Sensitive data creates a challenge for marketers

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Teva Neuroscience had a problem. In 2006, the pharmaceutical company was preparing to launch Azilect, a new Parkinson's disease treatment. But, with big-name brands already known in the marketplace, the company needed a pre-launch boost. Dealing with sensitive data such as health information created a marketing challenge: How would Teva create a targeted database and get the word out about its product while maintaining consumer trust and following privacy guidelines?

“Personal health information is important to keep confidential,” explains Mike Sheehy, product manager at Teva Neuroscience, who maintains that the company will never print anything about Parkinson's on the outside of any mailer. “People are the only ones with the right to talk about themselves, and we value that.”

With consumer privacy a hot topic these days, building a customer database can be tricky, especially with sensitive data about such subjects  as health. Not only are consumers wary of giving out such deeply personal information, its uses are also restricted under HIPAA regulations and state privacy laws.

Enter Harte-Hanks: To create a legitimate, opt-in database of Parkinson's patients, the database marketer helped Teva write and distribute an educational, non-branded newsletter about Parkinson's disease. A quarterly publication, Life in Balance, was sent by e-mail or direct mail to Parkinson's patients, caregivers and other interested parties identified through purchased lists, sponsored health surveys and online opt-ins. Teva grew this initial mail base by including “Tell-a-Friend” cards in the first few newsletters, resulting in a 9.2% response rate.

Data use is regulated

Each piece of mail sent out included an opt-out selection and was sent in envelopes without any mention of Parkinson's. Also, the newsletter made no product-specific claims.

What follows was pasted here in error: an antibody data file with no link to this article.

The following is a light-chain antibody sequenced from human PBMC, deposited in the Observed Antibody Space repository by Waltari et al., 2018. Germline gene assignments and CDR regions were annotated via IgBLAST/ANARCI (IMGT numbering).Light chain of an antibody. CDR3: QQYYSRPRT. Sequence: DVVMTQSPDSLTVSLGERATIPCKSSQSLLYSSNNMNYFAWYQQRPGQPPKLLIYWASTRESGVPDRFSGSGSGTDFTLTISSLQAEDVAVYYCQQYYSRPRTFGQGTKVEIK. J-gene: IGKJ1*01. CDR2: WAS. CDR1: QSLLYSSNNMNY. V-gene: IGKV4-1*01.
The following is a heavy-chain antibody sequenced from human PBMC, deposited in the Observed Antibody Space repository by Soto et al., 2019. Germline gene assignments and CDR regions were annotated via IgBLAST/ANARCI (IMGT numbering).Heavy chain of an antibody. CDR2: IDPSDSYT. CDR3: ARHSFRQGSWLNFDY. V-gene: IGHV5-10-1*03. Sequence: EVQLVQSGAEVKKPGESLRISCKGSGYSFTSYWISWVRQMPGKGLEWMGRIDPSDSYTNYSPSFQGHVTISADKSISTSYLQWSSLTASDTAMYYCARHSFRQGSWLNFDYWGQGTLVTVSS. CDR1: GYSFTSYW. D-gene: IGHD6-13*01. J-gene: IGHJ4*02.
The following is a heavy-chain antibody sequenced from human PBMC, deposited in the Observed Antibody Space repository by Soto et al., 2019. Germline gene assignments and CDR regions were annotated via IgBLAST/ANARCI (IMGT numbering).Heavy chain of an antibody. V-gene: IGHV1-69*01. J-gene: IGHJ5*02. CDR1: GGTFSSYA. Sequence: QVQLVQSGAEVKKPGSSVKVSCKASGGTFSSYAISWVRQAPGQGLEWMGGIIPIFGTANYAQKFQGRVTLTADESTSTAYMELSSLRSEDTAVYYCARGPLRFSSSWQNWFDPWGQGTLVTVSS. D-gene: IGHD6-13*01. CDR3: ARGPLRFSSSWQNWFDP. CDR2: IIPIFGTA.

“We feel these people have confidentally shared with us that they'd like some information, and we're happy to provide that confidentiality back to them,” Sheehy says.

That kind of consumer trust has a tremendous impact on brand reputation, adds Linda Shea, SVP global management director, customer strategies for Opinion Research Corporation.

“When you promise confidentiality, the consumer public is placing a lot of faith in that,” she says.

Once Teva established a voluntary rapport with subscribers, the company began sending information about Azilect. These mailings were sent separately from the newsletter, to consumers who requested more information.

“It's more of an awareness type of communication,” Sheehy explains. “The primary message is to encourage patients to ask a doctor if Azilect might be effective.”

Opt-ins are essential

Building relationships is just as important in pharmaceutical marketing as in other direct campaigns, according to Julian Parreño, SVP for pharmaceutical markets at Harte-Hanks.

“Pre-launch, we asked questions to find out whether customers wanted to be kept informed, whether they wanted to receive our newsletter, and whether they wanted it offline or online,” Parreño says.  “We want to communicate with patients the way they want.”

After the third Azilect mailing, the company followed up, asking if the patients had asked their doctors about the drug or had been given  a prescription. That helped Teva to keep its list updated regularly and to avoid over-mailing.

Security is another facet of sensitive data-keeping; that is, keeping information private and preventing the buying, selling or other exploitation of data. Many pharmaceutical companies have stringent controls around hardware security, with locks, password protection and VPNs. But many experts point out that internal security is also a big concern.

“It's less a question of how you're using that data and more a question of making sure [only] the right people have access,” says Adam Gross, VP of developer marketing for Salesforce.com.

But, according to Richard Smith, VP and CRM practice director for Green Beacon Solutions, gray areas exist around internal security.

“A traditional marketing department can't have access to just a third of the client base,” he explains. “Eventually, they get the list they need, it's sensitive and that becomes more about internal policing.”

Auditing — recording in detail every interaction with the data — is also an important security step, with audit capabilities often included in digital database software, adds Chris Kryder, CEO of D2Hawkeye.

“That's actually a wonderful upgrade of privacy protection when you compare it to the state of paper-based healthcare records,” he says.

In spite of all the precautions taken to keep sensitive data private, many insist that consumers want certain data to be available — claiming marketers such as Teva and Harte-Hanks are just filling a need.

“Patients are taking more control over their life and health, so we're providing information so they can have a more informed discussion with doctors,” says Parreño.

 

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